The current generation may be unaware of the Order of the Britons India
(OBI). Established in 1837 by the East India Company
(EIC), the OBI was a coveted military decoration and chivalric order presented for “long, faithful and honorable service”. The powers of the EIC ceased after the Indian mutiny and the OBI became part of the British honors system in 1859. However, the Order became obsolete in 1947 after the partition of British India.
The OBI recognized Indian officers serving in the East India Company’s military forces. However, these so-called “native officers” faced slow promotion under a seniority-based advancement system.
My paternal grandfather, Lieutenant M Narayanasami (Sirdar Bahadur), who lived at 127 Thimmiah Road in Shivajinagar, fought in the Great War (WWI) and served in theaters such as Afghanistan, Turkey and the ‘Iraq. Among his coveted war decorations are the OBI (First Class) awarded at the 1911 Delhi Coronation (King George V and Queen Mary traveled to Delhi for the Durbar after their coronation in London), Indian General Service (IGS) Afghanistan 1919 clasp and the General service Clasp Iraq 1921.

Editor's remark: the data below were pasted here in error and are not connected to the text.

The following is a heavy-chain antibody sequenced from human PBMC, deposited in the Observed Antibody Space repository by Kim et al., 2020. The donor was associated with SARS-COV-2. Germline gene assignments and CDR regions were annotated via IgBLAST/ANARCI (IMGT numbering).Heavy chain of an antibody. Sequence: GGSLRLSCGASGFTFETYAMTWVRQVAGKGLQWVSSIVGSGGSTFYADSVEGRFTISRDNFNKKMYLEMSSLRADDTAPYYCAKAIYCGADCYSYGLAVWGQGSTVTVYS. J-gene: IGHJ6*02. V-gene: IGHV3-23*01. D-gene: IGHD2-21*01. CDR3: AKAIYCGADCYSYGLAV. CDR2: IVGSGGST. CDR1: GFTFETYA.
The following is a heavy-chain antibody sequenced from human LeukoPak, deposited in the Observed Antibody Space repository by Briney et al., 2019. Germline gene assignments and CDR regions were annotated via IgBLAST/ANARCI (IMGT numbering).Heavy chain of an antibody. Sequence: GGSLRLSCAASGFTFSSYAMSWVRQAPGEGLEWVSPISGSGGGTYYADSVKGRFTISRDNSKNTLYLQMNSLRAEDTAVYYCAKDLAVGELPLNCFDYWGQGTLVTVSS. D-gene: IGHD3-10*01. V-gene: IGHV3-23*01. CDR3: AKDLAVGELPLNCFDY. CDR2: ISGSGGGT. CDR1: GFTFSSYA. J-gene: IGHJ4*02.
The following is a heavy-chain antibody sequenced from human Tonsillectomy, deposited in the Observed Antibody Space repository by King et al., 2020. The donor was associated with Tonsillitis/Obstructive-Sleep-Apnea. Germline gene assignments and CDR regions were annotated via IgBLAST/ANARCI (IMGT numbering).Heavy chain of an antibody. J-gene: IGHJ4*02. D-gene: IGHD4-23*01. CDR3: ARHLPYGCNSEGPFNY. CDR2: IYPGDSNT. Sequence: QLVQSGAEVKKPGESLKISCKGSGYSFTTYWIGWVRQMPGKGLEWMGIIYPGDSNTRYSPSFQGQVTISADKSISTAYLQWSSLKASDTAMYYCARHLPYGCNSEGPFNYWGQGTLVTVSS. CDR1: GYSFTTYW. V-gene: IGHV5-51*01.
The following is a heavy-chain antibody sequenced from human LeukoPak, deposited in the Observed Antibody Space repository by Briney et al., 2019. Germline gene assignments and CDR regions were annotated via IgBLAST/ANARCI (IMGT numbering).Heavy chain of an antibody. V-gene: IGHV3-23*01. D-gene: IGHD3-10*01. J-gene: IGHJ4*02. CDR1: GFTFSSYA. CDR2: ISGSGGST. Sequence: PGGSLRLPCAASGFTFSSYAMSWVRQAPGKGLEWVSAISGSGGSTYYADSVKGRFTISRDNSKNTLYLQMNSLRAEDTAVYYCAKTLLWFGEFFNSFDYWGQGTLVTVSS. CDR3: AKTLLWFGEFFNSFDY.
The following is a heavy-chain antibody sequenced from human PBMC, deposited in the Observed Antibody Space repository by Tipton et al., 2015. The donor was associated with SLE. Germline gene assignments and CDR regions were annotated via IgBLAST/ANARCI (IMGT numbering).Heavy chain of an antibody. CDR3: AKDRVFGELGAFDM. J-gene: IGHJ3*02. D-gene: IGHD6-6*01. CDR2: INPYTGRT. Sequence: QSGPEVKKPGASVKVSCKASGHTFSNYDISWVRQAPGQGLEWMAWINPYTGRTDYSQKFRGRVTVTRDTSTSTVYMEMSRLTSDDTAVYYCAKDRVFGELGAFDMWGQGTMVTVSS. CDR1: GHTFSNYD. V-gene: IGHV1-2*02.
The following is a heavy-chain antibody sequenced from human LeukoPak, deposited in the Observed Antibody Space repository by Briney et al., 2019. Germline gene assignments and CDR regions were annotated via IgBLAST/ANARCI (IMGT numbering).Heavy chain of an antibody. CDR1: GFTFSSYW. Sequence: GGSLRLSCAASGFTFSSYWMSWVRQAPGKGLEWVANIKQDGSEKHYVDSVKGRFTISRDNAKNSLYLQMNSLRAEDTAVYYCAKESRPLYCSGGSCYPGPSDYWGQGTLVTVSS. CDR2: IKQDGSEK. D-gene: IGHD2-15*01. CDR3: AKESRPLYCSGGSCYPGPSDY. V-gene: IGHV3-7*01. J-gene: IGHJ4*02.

Grandfather’s OBI and other stripes and medals are now a treasured family heirloom. His certificate indicates that he joined Madras Sappers and Miners Regiment on 13.06.1906 and served the force with distinction for nearly three decades. His headstone in Kalpalli Cemetery shows that he died aged 65 on January 31, 1950. Like many Army Officers of old, he had a passion for horse riding and the elders remember having seen him on his mount.
In September 1939, the British extended eligibility to include native officers serving in Indian States forces, border corps and the military police. In January 1944, they expanded to include native officers and Indian warrant officers in the Royal Indian Navy and the Hong Kong and Singapore Royal Artillery and foreign officers.
In addition, they could be made honorary members of the Order.
—Ravi Chander, a resident of HRBR Layout
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